After seven years in the production of electronic gadgets, under his company Imose Technologies, Osayi Izedonmwen took leave to explore an idea that he had toyed with for some time — an edtech startup, Teesas, which now offers video classes and other digital educational material for learners in Nigeria.
Teesas, which was launched less than two months ago, has had a rapid takeoff, leading to a successful $1.6 million pre-seed funding round. Izedonmwen plans to use the investment to expand into new markets, launch a marketplace that will link learners with tutors for private lessons, and expand the range of products in its portfolio.
“We started beta testing around August this year, and fully launched the android version in November. Already Teesas has over 150,000 downloads at the Google Play store, where we are now growing by at least 20% every week,” Izedonmwen told TechCrunch.
Teesas’ content is aligned with Nigeria’s national curriculum, and is delivered to learners in both live and recorded formats, through a subscription program that starts at $6 a month. In addition to regular school work, the startup also offers local language classes.
“Live classes deal with concepts where learners have challenges. The learners sit with teachers in small remote classes of 10 or 15 for a personalized engagement, and to get more rigor into the teaching process,” said Izedonmwen.
In the near future, Teesas will offer full-curriculum modules for learners aged up to 12 years.
“We foresee a future where kids don’t have to attend in-person classes because they can cover entire curriculums on an app, and be ready enough for their secondary school entrance exams,” he said.
Teesas is also set to introduce life-skill classes in the first half of next year to prepare learners for self-discovery. This is in addition to anti-bullying lessons, inspired by the reports of increasing spate of bullying in Nigeria, with some incidents leading to death.
Work on Teesas began in March last year, with the platform’s design and development borrowing heavily from its edtech peers in India, which were used as benchmarks for content structure and lesson delivery.
“I was looking at India because they are really advanced, and have some big companies like Byju leading the edtech revolution. I actually went out there to spend some time to really understand the model, and also looked at opportunities to improve on what they were doing…then we applied indigenous adaptation,” he said.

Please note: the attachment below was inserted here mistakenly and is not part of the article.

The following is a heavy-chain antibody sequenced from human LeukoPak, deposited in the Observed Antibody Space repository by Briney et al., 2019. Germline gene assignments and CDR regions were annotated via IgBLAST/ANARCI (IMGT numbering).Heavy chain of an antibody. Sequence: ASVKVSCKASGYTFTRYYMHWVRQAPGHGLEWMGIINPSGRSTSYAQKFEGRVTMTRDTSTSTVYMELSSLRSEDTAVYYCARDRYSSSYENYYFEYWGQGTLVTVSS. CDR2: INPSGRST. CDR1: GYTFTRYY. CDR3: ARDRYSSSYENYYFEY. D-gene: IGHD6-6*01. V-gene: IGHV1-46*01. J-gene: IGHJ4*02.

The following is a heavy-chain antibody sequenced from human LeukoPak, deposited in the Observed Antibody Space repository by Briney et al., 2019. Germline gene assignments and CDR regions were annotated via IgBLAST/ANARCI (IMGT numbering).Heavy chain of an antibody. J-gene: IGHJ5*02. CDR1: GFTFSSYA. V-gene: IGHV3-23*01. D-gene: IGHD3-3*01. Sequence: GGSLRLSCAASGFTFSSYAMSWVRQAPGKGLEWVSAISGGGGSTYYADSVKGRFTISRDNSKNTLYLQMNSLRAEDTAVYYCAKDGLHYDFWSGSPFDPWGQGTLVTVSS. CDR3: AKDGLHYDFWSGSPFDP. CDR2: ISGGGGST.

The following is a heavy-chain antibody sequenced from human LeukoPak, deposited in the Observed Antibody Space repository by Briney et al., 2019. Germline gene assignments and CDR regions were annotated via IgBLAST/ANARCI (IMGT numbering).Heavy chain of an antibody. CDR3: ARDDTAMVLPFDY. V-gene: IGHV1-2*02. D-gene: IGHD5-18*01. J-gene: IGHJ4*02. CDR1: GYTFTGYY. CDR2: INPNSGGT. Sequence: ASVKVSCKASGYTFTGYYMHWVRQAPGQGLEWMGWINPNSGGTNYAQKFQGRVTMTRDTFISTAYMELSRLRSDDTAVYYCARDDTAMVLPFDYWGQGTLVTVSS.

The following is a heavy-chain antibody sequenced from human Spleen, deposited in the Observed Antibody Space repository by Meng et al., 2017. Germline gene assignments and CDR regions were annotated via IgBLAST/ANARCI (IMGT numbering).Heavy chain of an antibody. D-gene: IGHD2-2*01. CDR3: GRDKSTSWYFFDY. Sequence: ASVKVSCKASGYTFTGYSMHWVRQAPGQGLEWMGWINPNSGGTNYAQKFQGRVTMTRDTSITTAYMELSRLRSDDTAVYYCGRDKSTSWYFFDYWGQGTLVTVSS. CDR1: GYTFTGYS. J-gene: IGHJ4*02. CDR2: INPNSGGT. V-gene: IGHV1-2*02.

The adaptation he refers to, includes the use of local art, food, animals, cultural practices and languages to complement the learning process.
While Izedonmwen is now fully engaged with Teesas, where he is the CEO, he also continues to serve as the chairman of Imose Technologies, the Lagos-based tech company he founded to manufacture and assemble electronic devices including mobile phones, tablets, internet routers and laptops.
“Teesas is going to have the biggest impact on the future of education in Africa. And I really want to be certain that I’m putting my best effort in leading that transformation – that’s why I’m focusing on it fully,” he said while confirming that part of their next plan will be to enter new markets in Francophone, East and Southern Africa.
Before he founded Imose, Izedonmwen, a trained engineer, worked at the oil and gas company ExxonMobil for 15 years, rising through the ranks to become the company’s operations manager in Nigeria.
Teesas now joins a growing list of edtech startups in Africa that have in recent times received funding from investors making a bet on the fledgling edtech industry in Africa – which has recently seen an upsurge driven by the tailwinds of the covid pandemic.
Teesas round was led by Haresh Aswani, Tolaram Group’s Africa managing director, with the participation of Olivegreen Advisory Partners, an Africa-focused venture studio, and other angel investors.
“We believe in the mission Izedonmwen and the Teesas team has set forth on, and we are confident that they are best suited to crack the challenge of using technology to enhance access to quality education across Africa,” said Aswani.
Originally published at techcrunch.com